gtag('event', 'click', { 'event_category': 'PDF Download' });
was successfully added to your cart.


Autoimmune Liver DiseaseHealth Professionals BlogUncategorized

Biliary disease progression in childhood onset autoimmune liver disease: a 30-year follow-up into adulthood

Title: Biliary disease progression in childhood onset autoimmune liver disease: a 30-year follow-up into adulthood

Source: JHEP Reports 2023, 6 (2): 100901

Follow this link

Date of publication: February 2024

Publication type: Article

Abstract: Background & aims: Long-term follow-up studies of paediatric onset autoimmune liver disease (AILD) are invaluable in helping better understand the clinical course of disease. In day-to-day practice clinicians struggle with disease definitions whilst patients and parents lack clear prognostic information.

Methods: The clinical progression of 159 patients with childhood onset AILD between June 1990 and December 2013 was reviewed, capturing data up to adulthood (ending May 2021).

Results: Presentation with autoimmune hepatitis (AIH) was dominant (n = 119); biliary presentations accounted for 25%. During follow up, biliary disease progression confirmed by cholangiography and/or liver histology was observed frequently: 19.8% (20/101) patients with childhood onset AIH type 1 (AIH-1) developed biliary features by adulthood and of these 50% phenotypically transitioned to primary sclerosing cholangitis (PSC); the remaining transitioned to an overlap disease phenotype. No patients with AIH type 2 developed biliary progression. Two-thirds of patients with overlap features (14/21) in childhood had phenotypically progressed to PSC by adulthood. Approximately 43% (6/14) of AIH-1 patients requiring a liver transplant in adulthood had explant evidence of biliary disease compared with 11% (1/9) in childhood, whereas 35.7% (5/14) of patients had histology diagnostic of PSC in their explant liver and 7.1% (1/14) had overlap features. All patients with biliary phenotypes (PSC, autoimmune sclerosing cholangitis, overlap) who required a transplant (n = 18) were found to have explant histology consistent with PSC. Twelve of 14 patients with biliary progression developed ulcerative colitis during follow-up with 92% progressing to PSC.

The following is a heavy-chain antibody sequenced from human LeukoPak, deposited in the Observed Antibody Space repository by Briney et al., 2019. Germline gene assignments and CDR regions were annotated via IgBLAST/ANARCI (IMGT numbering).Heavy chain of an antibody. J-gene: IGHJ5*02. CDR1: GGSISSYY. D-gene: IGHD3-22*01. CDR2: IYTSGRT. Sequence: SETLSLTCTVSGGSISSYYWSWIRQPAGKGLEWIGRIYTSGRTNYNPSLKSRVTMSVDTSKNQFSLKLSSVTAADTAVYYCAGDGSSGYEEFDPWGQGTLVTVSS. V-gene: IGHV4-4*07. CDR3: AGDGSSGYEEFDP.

Conclusions: Three decades of follow-up demonstrated how children presenting with AILD had a significant risk of clinical transformation to PSC. Biliary progression was significantly associated with the development of inflammatory bowel disease.

Impact and implications: Childhood onset autoimmune liver disease remains very impactful for patients and families. Disease nomenclature can however be confusing. Long-term follow up studies as children become adults is important to help understand how and why disease behaves over time. Understanding more about the long-term course of childhood autoimmune liver disease will help patients, families and doctors striving to improve care and reduce poor clinical outcomes. We followed over 150 patients with childhood onset autoimmune liver diseases into adulthood. We found that amongst patients with classical autoimmune hepatitis, 1 in 5 developed biliary disease over time, mostly consisting of primary sclerosing cholangitis. This was associated with developing inflammatory bowel disease. Our study design was retrospective and has relevant limitations. Defining phenotypes of autoimmune liver diseases is difficult and there is insufficient consensus, especially between adult and childhood physicians. Our data confirms the critical importance of careful long-term follow-up of patients, including safe transition to adult care, as well as robustly demonstrates, using real-world data, how disease nature can change over time. Our study affirms the need for investment in prospective cohort studies.

Leave a Reply

© 2019 Children's Liver Disease Foundation. All Rights Reserved.